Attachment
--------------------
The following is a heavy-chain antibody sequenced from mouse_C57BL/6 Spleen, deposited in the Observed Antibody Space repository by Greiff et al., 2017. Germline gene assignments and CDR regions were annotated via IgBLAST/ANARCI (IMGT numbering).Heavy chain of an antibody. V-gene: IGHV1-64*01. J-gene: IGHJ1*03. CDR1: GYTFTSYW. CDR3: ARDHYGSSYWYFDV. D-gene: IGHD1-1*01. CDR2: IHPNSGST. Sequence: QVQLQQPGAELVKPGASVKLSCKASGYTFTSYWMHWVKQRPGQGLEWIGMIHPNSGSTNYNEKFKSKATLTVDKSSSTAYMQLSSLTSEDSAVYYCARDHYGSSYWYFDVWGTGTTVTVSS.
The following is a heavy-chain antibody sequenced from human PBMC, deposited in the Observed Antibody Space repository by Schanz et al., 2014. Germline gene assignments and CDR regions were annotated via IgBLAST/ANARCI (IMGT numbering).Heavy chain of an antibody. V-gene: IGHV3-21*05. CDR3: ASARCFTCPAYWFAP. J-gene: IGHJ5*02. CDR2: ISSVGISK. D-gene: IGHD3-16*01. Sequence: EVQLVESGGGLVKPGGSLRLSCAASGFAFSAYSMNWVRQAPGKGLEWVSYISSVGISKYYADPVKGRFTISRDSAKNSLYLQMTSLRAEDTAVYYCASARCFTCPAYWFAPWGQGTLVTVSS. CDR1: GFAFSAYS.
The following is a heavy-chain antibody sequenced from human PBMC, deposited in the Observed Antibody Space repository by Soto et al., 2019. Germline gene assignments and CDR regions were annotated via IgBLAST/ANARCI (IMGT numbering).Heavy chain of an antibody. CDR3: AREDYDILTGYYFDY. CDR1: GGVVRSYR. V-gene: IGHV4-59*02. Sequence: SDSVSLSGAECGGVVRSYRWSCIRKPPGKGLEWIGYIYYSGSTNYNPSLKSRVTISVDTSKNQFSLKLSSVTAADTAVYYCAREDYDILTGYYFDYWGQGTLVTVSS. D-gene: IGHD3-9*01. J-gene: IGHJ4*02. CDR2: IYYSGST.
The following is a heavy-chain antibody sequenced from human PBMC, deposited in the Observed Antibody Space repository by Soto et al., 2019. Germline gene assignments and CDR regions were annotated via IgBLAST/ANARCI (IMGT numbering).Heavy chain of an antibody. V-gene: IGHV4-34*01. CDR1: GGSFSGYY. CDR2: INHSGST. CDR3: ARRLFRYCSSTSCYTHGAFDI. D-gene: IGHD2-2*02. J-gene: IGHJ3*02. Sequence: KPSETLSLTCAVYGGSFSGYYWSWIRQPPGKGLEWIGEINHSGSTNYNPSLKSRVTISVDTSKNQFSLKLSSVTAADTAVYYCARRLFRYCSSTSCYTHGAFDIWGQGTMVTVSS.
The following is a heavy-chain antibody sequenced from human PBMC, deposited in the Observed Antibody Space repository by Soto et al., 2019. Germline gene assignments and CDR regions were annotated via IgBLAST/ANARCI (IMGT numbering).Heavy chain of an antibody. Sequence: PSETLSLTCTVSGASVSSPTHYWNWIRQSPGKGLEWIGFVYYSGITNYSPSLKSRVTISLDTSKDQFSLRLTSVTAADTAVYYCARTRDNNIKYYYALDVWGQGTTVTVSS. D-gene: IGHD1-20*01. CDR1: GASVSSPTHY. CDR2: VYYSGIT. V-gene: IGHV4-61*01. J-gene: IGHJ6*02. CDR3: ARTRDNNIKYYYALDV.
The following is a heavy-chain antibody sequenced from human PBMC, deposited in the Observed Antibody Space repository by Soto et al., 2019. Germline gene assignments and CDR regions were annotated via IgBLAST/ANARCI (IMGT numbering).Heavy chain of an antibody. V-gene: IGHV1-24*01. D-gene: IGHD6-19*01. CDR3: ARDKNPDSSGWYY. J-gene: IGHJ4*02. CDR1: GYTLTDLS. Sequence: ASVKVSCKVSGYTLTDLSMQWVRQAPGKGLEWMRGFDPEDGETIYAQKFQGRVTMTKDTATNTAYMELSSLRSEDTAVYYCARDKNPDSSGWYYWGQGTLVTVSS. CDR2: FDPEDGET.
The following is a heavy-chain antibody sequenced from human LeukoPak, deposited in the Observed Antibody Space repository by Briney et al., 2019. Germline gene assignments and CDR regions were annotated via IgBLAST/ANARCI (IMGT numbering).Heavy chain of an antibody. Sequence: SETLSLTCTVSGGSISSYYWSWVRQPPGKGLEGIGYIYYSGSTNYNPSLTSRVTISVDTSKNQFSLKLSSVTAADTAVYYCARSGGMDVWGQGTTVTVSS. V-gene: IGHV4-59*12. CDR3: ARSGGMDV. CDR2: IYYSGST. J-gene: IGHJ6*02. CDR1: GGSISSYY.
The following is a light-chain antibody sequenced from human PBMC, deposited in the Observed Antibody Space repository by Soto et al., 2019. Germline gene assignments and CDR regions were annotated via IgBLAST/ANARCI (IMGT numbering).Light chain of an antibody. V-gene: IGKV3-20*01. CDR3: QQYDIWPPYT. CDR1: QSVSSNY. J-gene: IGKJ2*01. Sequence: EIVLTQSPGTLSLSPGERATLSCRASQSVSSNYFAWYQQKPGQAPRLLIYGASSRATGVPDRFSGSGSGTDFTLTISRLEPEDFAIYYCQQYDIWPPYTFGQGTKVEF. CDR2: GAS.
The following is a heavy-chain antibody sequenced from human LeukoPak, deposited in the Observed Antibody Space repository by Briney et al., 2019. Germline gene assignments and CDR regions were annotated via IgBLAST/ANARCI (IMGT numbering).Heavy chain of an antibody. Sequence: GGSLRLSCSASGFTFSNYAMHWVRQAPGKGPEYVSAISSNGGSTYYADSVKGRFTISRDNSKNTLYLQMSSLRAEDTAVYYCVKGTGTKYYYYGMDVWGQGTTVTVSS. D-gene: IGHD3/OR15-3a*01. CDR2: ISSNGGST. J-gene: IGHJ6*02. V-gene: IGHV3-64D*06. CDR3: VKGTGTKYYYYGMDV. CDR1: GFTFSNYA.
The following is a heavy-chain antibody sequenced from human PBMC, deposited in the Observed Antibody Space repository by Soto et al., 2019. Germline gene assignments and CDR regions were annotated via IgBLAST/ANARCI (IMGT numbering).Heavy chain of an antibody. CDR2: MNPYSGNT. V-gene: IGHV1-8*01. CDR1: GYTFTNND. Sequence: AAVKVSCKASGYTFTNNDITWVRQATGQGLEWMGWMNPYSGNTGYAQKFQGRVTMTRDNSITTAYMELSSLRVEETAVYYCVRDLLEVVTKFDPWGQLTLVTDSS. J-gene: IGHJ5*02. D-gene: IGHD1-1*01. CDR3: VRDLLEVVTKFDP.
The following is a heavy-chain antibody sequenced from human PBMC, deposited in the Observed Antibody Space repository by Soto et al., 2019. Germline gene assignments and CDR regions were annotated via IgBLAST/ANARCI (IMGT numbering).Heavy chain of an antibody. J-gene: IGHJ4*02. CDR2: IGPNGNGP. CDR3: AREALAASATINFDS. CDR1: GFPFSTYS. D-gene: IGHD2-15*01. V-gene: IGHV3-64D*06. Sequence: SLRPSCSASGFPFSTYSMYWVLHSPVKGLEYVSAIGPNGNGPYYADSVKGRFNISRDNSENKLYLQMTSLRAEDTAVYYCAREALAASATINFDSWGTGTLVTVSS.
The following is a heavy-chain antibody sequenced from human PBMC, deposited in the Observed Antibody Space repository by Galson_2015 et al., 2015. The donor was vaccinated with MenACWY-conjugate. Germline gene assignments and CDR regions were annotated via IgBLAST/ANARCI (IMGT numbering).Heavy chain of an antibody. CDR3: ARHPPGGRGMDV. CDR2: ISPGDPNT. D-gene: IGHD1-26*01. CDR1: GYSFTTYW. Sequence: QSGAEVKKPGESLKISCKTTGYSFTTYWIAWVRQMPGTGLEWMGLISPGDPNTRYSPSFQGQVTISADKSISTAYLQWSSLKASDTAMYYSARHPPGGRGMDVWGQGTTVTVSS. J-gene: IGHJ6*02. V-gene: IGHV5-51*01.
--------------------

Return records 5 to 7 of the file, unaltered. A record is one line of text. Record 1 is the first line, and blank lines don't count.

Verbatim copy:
The following is a heavy-chain antibody sequenced from human PBMC, deposited in the Observed Antibody Space repository by Soto et al., 2019. Germline gene assignments and CDR regions were annotated via IgBLAST/ANARCI (IMGT numbering).Heavy chain of an antibody. Sequence: PSETLSLTCTVSGASVSSPTHYWNWIRQSPGKGLEWIGFVYYSGITNYSPSLKSRVTISLDTSKDQFSLRLTSVTAADTAVYYCARTRDNNIKYYYALDVWGQGTTVTVSS. D-gene: IGHD1-20*01. CDR1: GASVSSPTHY. CDR2: VYYSGIT. V-gene: IGHV4-61*01. J-gene: IGHJ6*02. CDR3: ARTRDNNIKYYYALDV.
The following is a heavy-chain antibody sequenced from human PBMC, deposited in the Observed Antibody Space repository by Soto et al., 2019. Germline gene assignments and CDR regions were annotated via IgBLAST/ANARCI (IMGT numbering).Heavy chain of an antibody. V-gene: IGHV1-24*01. D-gene: IGHD6-19*01. CDR3: ARDKNPDSSGWYY. J-gene: IGHJ4*02. CDR1: GYTLTDLS. Sequence: ASVKVSCKVSGYTLTDLSMQWVRQAPGKGLEWMRGFDPEDGETIYAQKFQGRVTMTKDTATNTAYMELSSLRSEDTAVYYCARDKNPDSSGWYYWGQGTLVTVSS. CDR2: FDPEDGET.
The following is a heavy-chain antibody sequenced from human LeukoPak, deposited in the Observed Antibody Space repository by Briney et al., 2019. Germline gene assignments and CDR regions were annotated via IgBLAST/ANARCI (IMGT numbering).Heavy chain of an antibody. Sequence: SETLSLTCTVSGGSISSYYWSWVRQPPGKGLEGIGYIYYSGSTNYNPSLTSRVTISVDTSKNQFSLKLSSVTAADTAVYYCARSGGMDVWGQGTTVTVSS. V-gene: IGHV4-59*12. CDR3: ARSGGMDV. CDR2: IYYSGST. J-gene: IGHJ6*02. CDR1: GGSISSYY.